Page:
Wenceslas Square (Vaclavske namesti, former Horse Market) in Prague is really a boulevard, measuring 750m long by 60m wide. Wenceslas Square is one of the two main squares in Prague, so is a popular place for visitors to stay. In 1348, Bohemian King Charles IV founded the New Town (Nové Město) of Prague. The project included several open areas for markets, of which the second largest was the Horse Market. Its name changed to Wenceslas Square during the Czech national revival movement in the 19th century while a more noble name was requested.
Wenceslas Square is lined by hotels, offices, money exchange booths and restaurants. The street is also a popular location for prostitutes and a lot of strip clubs exist in the area, making Prague a popular location for bachelor parties.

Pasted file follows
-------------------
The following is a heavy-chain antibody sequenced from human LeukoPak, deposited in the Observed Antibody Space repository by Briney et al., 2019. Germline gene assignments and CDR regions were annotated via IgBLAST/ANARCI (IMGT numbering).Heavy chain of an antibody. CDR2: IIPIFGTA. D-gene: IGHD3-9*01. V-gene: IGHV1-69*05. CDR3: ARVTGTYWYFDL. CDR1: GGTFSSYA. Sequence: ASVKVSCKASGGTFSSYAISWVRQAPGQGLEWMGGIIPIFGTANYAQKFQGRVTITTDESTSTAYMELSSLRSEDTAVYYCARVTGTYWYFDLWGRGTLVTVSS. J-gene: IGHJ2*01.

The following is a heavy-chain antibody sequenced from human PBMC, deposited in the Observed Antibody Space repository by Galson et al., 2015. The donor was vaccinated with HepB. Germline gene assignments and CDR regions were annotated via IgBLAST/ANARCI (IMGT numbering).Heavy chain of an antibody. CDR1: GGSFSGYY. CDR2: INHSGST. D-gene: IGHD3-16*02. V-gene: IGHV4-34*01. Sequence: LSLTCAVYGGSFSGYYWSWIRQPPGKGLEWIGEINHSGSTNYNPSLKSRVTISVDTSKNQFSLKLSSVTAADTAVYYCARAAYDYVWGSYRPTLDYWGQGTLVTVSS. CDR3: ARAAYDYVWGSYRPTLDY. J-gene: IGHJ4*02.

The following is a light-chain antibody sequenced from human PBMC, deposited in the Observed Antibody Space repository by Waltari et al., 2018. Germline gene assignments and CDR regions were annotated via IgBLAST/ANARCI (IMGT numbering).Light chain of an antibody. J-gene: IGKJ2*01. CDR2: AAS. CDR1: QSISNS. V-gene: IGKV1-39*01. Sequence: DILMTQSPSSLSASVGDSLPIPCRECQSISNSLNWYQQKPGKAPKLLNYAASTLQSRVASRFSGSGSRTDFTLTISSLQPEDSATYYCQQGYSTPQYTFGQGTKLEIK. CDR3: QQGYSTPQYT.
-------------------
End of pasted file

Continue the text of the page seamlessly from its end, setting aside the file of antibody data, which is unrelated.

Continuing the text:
At the top of Wenceslas Square a statue of St. Wenceslas on his horse cuts a striking figure. In front of St. Wenceslas are two plaques in memory of those killed during the communist era. One is dedicated to Jan Palach, who set himself on fire in protest at the Soviet invasion. Behind St. Wenceslas is the monumental National Museum, built 1818-1891.